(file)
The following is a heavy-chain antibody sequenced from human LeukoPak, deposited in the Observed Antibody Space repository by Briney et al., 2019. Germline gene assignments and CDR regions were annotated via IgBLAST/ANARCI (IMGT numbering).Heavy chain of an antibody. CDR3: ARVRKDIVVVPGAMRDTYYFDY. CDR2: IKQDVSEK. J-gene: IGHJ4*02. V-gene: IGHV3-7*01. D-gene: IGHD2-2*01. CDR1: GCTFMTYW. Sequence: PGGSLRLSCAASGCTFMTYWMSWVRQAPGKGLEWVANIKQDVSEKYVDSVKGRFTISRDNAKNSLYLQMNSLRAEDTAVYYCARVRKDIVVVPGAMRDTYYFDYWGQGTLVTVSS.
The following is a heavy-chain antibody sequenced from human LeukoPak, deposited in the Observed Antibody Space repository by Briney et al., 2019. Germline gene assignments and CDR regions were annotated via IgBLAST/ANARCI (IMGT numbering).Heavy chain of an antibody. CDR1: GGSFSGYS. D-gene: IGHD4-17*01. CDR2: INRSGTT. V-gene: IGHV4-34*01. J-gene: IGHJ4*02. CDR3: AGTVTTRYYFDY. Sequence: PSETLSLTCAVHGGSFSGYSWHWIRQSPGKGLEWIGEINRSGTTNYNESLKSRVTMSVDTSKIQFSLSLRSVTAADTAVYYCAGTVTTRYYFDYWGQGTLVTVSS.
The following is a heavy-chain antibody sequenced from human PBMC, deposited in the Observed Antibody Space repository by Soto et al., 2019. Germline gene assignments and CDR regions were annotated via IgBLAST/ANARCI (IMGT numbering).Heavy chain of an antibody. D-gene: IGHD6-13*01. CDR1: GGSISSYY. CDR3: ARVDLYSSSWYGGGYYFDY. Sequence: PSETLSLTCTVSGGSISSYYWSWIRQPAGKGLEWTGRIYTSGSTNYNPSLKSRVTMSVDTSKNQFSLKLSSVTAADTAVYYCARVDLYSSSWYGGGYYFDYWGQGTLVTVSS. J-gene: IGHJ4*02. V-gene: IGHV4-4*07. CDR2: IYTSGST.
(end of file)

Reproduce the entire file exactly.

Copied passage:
The following is a heavy-chain antibody sequenced from human LeukoPak, deposited in the Observed Antibody Space repository by Briney et al., 2019. Germline gene assignments and CDR regions were annotated via IgBLAST/ANARCI (IMGT numbering).Heavy chain of an antibody. CDR3: ARVRKDIVVVPGAMRDTYYFDY. CDR2: IKQDVSEK. J-gene: IGHJ4*02. V-gene: IGHV3-7*01. D-gene: IGHD2-2*01. CDR1: GCTFMTYW. Sequence: PGGSLRLSCAASGCTFMTYWMSWVRQAPGKGLEWVANIKQDVSEKYVDSVKGRFTISRDNAKNSLYLQMNSLRAEDTAVYYCARVRKDIVVVPGAMRDTYYFDYWGQGTLVTVSS.
The following is a heavy-chain antibody sequenced from human LeukoPak, deposited in the Observed Antibody Space repository by Briney et al., 2019. Germline gene assignments and CDR regions were annotated via IgBLAST/ANARCI (IMGT numbering).Heavy chain of an antibody. CDR1: GGSFSGYS. D-gene: IGHD4-17*01. CDR2: INRSGTT. V-gene: IGHV4-34*01. J-gene: IGHJ4*02. CDR3: AGTVTTRYYFDY. Sequence: PSETLSLTCAVHGGSFSGYSWHWIRQSPGKGLEWIGEINRSGTTNYNESLKSRVTMSVDTSKIQFSLSLRSVTAADTAVYYCAGTVTTRYYFDYWGQGTLVTVSS.
The following is a heavy-chain antibody sequenced from human PBMC, deposited in the Observed Antibody Space repository by Soto et al., 2019. Germline gene assignments and CDR regions were annotated via IgBLAST/ANARCI (IMGT numbering).Heavy chain of an antibody. D-gene: IGHD6-13*01. CDR1: GGSISSYY. CDR3: ARVDLYSSSWYGGGYYFDY. Sequence: PSETLSLTCTVSGGSISSYYWSWIRQPAGKGLEWTGRIYTSGSTNYNPSLKSRVTMSVDTSKNQFSLKLSSVTAADTAVYYCARVDLYSSSWYGGGYYFDYWGQGTLVTVSS. J-gene: IGHJ4*02. V-gene: IGHV4-4*07. CDR2: IYTSGST.